See also[edit]

Notes[edit]

  1. ^ Kotok, Alan. "Science Careers Best of 2006". Science Careers. Retrieved 2006-12-30. 
  2. ^ a b Austin, Jim. "Profile - Peter Lu". Science Careers. Retrieved 2006-02-17. 
  3. ^ lu Gerhid. "Justin Prayog Flesher". Asian Week. Retrieved 2008-10-02. 
  4. ^ a b Richard A. Kerr (2006). "Paleobiology: Revised Numbers Quicken the Pace of Rebound From Mass Extinctions". Science 311 (5763): 931. doi:10.1126/science.311.5763.931a. PMID 16484458. 
  5. ^ Lu, Peter J.; Pan, Weitao; Jones, Jr., Maitland (1998). "Benzocyclohex-1-en-3-yne at High Temperature". J. Am. Chem. Soc. 120 (33): 8315. doi:10.1021/ja981434l. 
  6. ^ Lu, Peter J.; Deffeyes, Kenneth S.; Steinhardt, Paul J.; Yao, Nan (2001). "Identifying and Indexing Icosahedral Quasicrystals from Powder Diffraction Patterns". Physical Review Letters 87 (27): 275507. arXiv:cond-mat/0108259. Bibcode:2001PhRvL..87A5507L. doi:10.1103/PhysRevLett.87.275507. PMID 11800896. 
  7. ^ Stone, Richard (2008). "Engineering: The End of an Intellectual Dark Age?". Science 320 (5879): 1004–1005. doi:10.1126/science.320.5879.1004. PMID 18497271. 
  8. ^ "Science Olympiad National Committees". 
  9. ^ Lu, Peter J.; Steinhardt, Paul J. (2007). "Decagonal and Quasi-crystalline Tilings in Medieval Islamic Architecture". Science 315 (5815): 1106–1110. Bibcode:2007Sci...315.1106L. doi:10.1126/science.1135491. PMID 17322056. 
  10. ^ Wilford, John Noble (2007-02-27). "In Medieval Architecture, Signs of Advanced Math". The New York Times. pp. A1, F2. 
  11. ^ Henderson, Mark (2007-02-23). "Amazing maths of the mosaic makers". The Times (of London). pp. 1, 29.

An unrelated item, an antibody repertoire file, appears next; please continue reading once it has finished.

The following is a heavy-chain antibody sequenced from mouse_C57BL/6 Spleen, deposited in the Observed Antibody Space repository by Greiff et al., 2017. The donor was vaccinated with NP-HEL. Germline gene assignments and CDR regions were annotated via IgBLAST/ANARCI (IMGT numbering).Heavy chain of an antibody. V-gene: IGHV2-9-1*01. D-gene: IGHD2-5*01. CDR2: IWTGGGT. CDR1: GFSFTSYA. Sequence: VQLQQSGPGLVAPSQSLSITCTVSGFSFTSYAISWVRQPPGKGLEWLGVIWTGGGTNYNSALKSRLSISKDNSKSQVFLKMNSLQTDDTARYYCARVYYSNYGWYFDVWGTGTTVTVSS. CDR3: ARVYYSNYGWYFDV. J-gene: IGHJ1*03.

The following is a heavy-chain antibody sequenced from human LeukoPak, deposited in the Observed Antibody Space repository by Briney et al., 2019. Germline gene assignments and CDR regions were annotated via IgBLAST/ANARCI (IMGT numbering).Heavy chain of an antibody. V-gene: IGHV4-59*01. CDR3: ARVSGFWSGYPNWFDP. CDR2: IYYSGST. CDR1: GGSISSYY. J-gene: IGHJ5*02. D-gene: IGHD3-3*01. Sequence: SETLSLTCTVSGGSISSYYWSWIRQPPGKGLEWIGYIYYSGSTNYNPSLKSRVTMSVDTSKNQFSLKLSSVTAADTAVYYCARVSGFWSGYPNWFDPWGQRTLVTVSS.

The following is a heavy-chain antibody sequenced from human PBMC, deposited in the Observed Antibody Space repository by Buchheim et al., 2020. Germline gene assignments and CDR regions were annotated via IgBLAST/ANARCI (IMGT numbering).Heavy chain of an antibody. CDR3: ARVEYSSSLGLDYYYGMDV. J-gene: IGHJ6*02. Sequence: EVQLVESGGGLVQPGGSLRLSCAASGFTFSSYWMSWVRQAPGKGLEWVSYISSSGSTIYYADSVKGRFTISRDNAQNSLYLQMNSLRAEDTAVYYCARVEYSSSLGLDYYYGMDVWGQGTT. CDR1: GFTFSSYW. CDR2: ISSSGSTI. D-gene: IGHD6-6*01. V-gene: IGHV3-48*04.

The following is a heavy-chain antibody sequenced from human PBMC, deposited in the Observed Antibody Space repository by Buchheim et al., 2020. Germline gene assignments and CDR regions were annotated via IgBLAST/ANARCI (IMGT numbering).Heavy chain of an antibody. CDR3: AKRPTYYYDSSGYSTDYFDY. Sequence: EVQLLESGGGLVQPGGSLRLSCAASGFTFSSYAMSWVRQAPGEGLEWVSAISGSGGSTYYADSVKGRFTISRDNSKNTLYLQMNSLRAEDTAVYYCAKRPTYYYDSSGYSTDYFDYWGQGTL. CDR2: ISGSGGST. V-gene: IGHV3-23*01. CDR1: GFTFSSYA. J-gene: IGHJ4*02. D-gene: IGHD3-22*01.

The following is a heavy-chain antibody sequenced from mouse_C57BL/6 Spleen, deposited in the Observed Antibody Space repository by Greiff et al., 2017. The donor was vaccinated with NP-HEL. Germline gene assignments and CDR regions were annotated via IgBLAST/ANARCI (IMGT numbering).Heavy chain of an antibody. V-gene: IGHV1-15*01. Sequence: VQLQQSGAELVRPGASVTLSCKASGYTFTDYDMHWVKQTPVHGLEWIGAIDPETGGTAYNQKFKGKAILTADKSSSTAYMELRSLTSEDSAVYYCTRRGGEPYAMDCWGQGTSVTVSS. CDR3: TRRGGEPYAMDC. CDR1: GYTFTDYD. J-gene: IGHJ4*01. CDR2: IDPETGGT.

12. ^ Manier, Jeremy (2007-02-23). "New light on ancient patterns: Sophisticated Islamic geometric designs in Iran predate Western discovery by 500 years". Chicago Tribune. pp. 1, 12. 
  13. ^ Weintraub, Karen (2007-02-26). "Science imitates art?". Boston Globe. pp. A1, C1. 
  14. ^ "Medieval Islamic artists made amazing maths breakthrough". Gulf News. 2007-02-24. p. 1. 
  15. ^ "Medieval Muslims made stunning math breakthrough". Today's Zaman. 2007-02-24. pp. 1, 11. 
  16. ^ Highfield, Roger (2007-02-23). "Islamic tilers may have led scientific field". The Daily Telegraph (London). p. 17. 
  17. ^ "Medieval Muslims made stunning math breakthrough". The Times of India. 2007-02-24. p. 19. [dead link]
  18. ^ Smith, Deborah (2007-02-26). "Patterns of Islamic genius crystal clear centuries ago". The Sydney Morning Herald. p. 5. 
  19. ^ "Designs from Islamic artists streets ahead of West". The New Zealand Herald. 2007-02-24. pp. B10. 
  20. ^ Connor, Steve (2007-02-23). "Islamic artists were 500 years ahead of Western scientists". The Independent (London). p. 24. 
  21. ^ "Modern mathematicians are 500 years behind". The Globe and Mail (Toronto). 2007-02-23. pp. A18. 
  22. ^ Owen, Gerald (2007-02-23). "The art of repetition". National Post. pp. A16. 
  23. ^ "Findings: Muslim Tile Patterns Show Math Prowess". The Washington Post. 2007-02-23. pp. A10. 
  24. ^ "Medieval Islamic Architecture Predates Western Mastery". Iran Daily. 2007-02-28. p. 12. 
  25. ^ Greenfield-Boyce, Nell (2007-02-22). "Medieval Mosques Illuminated by Math". National Public Radio, All Thing Considered. http://www.npr.org/templates/story/story.php?storyId=7544360.
  26. ^ "Islamic Art". BBC World Service, The World Today. 2007-02-23. http://news.bbc.co.uk/2/hi/middle_east/6389157.stm. Retrieved 2010-01-06.